Wednesday, November 14, 2018

G. E. Schwartz : My Routine of Writing

            I will tell you that what I often seek out in reading accounts of how other artists—composers, visual artists, novelists, essayists and especially librettists and poets—make what they make and how they make it: in short, I seek their shop talk: what kinds of pencils, pens, notebooks, and all manner of other media. And I want to know what they listen to or watch (if they do) while they work. These are the telling details: this is the most resourceful information.

            For me, every project—whether it be a libretto, play or poem—undergoes three distinct stages: the scheming or the planning; the writing of actual notes; and the editing. With every piece, no matter its pulse or length, the first thing I do is to map out its itinerary, from the simplest, worm’s-eye view to more detailed questions: what are the textures and lines that form the work’s economy. Perhaps it develops linearly or vertically. Perhaps there will be points of dense saturations—and perhaps those will be offset by sections of zoomed-in simplicity: sparse words with lots of white space, or perhaps a density which has been the result of indexing of indexing, associations of associations (this later mostly applying to the way I compose poems).

            I reach my space of writing—my kitchen table, surrounded by a bay window presenting wide vistas of fields and skies (I can see storm fronts moving in from about ten miles away), most every day at five a.m. after a good night of sleep stoked previously by some reading—mostly philosophy from Pascal to Wittgenstein, as I find it often stokes the next day’s writing. After a first cup of coffee (one of three, cheap, strong Cuban), I put on some music—mostly modern composition (David Diamond, George Crumb, etc.); I open either a 7 x 5” assignment notebook (for poetry), or a 6 x 9” Steno Book (Gregg ruled) for libretto and plays, and, using a black Ticonderoga No. 2 pencil, I begin. Mostly the poetry comes as a response to mining the previous night’s dream-stock. Working fits with enduring images and/or the crenulations of a dream, I quickly move to a tractor-beam of associations. Today, for example, somehow the image of souls, paired somehow with a sense of unknowing, which leads to the way to Meister Eckhart, which leads to Zen Buddhism, which leads to the paintings of insects, snails and flowers by the sixteenth-century Flemish painter Joris Hoefnagel to an image of pure iridescence.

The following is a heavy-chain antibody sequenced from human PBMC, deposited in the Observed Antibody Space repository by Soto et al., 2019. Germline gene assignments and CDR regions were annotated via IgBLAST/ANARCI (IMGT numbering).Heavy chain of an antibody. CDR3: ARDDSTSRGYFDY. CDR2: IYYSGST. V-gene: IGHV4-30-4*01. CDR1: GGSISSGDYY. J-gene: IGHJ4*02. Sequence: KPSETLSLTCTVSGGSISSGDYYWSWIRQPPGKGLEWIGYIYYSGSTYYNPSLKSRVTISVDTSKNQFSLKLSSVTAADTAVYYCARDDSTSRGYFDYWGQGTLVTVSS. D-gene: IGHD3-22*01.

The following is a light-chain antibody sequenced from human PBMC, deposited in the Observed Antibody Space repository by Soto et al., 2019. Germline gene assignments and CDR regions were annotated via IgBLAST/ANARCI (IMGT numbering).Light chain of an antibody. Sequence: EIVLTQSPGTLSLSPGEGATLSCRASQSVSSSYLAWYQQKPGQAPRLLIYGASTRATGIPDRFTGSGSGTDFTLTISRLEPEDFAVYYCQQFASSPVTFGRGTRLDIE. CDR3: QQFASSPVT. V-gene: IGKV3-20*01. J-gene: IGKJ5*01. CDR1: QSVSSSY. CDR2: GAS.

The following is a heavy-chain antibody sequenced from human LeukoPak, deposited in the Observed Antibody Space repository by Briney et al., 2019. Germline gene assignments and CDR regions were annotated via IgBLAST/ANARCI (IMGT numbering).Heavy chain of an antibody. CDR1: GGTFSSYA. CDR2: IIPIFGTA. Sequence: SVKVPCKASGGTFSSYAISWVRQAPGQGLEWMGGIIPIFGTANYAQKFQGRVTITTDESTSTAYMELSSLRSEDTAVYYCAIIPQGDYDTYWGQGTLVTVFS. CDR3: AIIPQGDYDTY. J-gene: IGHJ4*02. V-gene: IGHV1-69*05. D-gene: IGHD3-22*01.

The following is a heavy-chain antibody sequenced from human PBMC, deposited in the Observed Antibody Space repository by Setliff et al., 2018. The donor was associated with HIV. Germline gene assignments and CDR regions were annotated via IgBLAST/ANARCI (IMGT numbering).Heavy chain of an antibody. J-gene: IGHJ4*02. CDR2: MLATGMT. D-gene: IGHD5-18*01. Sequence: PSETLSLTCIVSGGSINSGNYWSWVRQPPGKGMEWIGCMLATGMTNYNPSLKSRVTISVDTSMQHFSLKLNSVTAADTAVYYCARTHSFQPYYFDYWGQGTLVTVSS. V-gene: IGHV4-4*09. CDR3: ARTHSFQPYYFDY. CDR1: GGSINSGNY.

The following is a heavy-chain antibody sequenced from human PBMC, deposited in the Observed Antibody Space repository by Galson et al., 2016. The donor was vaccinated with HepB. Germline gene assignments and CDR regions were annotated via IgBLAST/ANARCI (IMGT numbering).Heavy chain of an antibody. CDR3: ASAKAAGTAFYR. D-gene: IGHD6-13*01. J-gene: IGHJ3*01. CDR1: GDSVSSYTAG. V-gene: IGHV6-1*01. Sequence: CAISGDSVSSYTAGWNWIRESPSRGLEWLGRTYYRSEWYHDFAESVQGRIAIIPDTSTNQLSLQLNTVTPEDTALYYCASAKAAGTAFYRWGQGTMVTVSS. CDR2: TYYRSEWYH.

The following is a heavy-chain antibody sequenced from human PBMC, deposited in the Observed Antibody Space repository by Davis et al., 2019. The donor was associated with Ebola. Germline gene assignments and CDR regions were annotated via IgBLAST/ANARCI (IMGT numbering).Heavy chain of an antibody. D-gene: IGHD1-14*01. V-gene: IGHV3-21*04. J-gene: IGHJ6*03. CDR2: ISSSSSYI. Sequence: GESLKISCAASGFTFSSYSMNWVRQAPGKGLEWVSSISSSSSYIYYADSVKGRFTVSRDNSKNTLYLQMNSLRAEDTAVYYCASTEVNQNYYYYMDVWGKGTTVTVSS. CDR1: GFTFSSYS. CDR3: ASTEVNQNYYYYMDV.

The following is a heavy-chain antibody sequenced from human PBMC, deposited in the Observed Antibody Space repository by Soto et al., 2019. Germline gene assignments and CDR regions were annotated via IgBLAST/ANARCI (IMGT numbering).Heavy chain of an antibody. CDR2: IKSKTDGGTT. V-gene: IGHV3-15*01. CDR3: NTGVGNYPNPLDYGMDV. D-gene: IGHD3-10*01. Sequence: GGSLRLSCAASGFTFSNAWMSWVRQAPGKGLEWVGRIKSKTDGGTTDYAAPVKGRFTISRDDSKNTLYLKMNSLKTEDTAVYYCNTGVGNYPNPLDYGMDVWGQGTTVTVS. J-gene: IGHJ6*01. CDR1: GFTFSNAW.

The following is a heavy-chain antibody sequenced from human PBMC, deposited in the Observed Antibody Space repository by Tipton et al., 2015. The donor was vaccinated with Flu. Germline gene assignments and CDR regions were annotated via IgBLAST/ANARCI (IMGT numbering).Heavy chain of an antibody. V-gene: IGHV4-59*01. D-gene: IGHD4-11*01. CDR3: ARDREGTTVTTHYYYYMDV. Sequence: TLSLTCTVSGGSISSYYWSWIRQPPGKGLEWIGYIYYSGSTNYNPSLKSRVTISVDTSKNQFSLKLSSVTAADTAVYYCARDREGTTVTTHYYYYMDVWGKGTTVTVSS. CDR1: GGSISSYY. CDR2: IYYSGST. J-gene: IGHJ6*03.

From this, the poem comes quickly. Immersing myself in these deposits of information creates an environment in which lines start to present themselves, and the shape of the work emerges.

            What is key for me about this sort of emotional, cerebral, visual and sonic architecture is the possibility connecting to others having both like and radically different experiences.

            The poem I produce at the beginning of this process becomes a central reference point. I keep it visible, attempting to memorize it, as I read it, sounding it aloud, which further helps to shape it to its completion.

            I’, often working on various projects at once: I am never at the same stage of planning/writing/editing on two or three pieces but seek out situations that enable me to be at different stages, resulting most often in a sense of complementary groups of work percolating simultaneously and productively.

            When I’m working on a libretto—usually following the day’s work on a poem—I work in the Steno Book, transferring each day’s work to my laptop, making corrections and initial re-writes. This has been my pattern for Brendan, Nosferatu, Caligari, Golem, Frankenstein, as well as current works in progress—Faust and Inferno. It’s a process that has a velocity and flow unlike my work in poetry; the call and response between characters animates the task. I’ve written these books and libretto as I continue to do with a long-term collaborator, composer David Esposito.

            Mostly I end these initial passes at work by nine or ten a.m., often returning throughout the day to continue as needs call.

G. E. Schwartz, who has studied with Irish-American poet John Montague and Joseph Brodsky, was an original member of Solomons Ramada, as well as Faking Trains. He's the author of Only Others Are: Poems (Legible Press), Odd Fish (Argotist ebooks), World (Furniture Press), and Living In Tongues (Theenk/Loose Gravel Press).

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